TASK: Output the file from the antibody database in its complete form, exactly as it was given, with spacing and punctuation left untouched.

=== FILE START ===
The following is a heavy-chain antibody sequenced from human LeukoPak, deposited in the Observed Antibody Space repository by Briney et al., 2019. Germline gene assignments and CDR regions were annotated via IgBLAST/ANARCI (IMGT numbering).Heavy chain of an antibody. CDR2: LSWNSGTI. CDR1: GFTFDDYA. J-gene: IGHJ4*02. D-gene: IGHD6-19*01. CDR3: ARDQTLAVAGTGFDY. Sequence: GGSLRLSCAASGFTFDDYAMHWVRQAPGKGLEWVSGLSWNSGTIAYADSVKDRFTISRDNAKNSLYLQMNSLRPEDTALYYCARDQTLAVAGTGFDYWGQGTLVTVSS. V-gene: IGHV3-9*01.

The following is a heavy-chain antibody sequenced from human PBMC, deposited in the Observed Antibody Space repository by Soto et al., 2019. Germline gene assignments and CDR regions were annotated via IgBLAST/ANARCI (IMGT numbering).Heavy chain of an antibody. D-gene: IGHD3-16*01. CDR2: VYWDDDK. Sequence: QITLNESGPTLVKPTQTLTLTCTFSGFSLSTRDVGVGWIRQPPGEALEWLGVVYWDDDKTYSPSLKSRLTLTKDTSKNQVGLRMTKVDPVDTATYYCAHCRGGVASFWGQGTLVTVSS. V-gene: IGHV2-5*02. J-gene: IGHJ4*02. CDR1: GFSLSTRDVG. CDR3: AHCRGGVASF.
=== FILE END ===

The following is a heavy-chain antibody sequenced from human LeukoPak, deposited in the Observed Antibody Space repository by Briney et al., 2019. Germline gene assignments and CDR regions were annotated via IgBLAST/ANARCI (IMGT numbering).Heavy chain of an antibody. CDR2: LSWNSGTI. CDR1: GFTFDDYA. J-gene: IGHJ4*02. D-gene: IGHD6-19*01. CDR3: ARDQTLAVAGTGFDY. Sequence: GGSLRLSCAASGFTFDDYAMHWVRQAPGKGLEWVSGLSWNSGTIAYADSVKDRFTISRDNAKNSLYLQMNSLRPEDTALYYCARDQTLAVAGTGFDYWGQGTLVTVSS. V-gene: IGHV3-9*01.

The following is a heavy-chain antibody sequenced from human PBMC, deposited in the Observed Antibody Space repository by Soto et al., 2019. Germline gene assignments and CDR regions were annotated via IgBLAST/ANARCI (IMGT numbering).Heavy chain of an antibody. D-gene: IGHD3-16*01. CDR2: VYWDDDK. Sequence: QITLNESGPTLVKPTQTLTLTCTFSGFSLSTRDVGVGWIRQPPGEALEWLGVVYWDDDKTYSPSLKSRLTLTKDTSKNQVGLRMTKVDPVDTATYYCAHCRGGVASFWGQGTLVTVSS. V-gene: IGHV2-5*02. J-gene: IGHJ4*02. CDR1: GFSLSTRDVG. CDR3: AHCRGGVASF.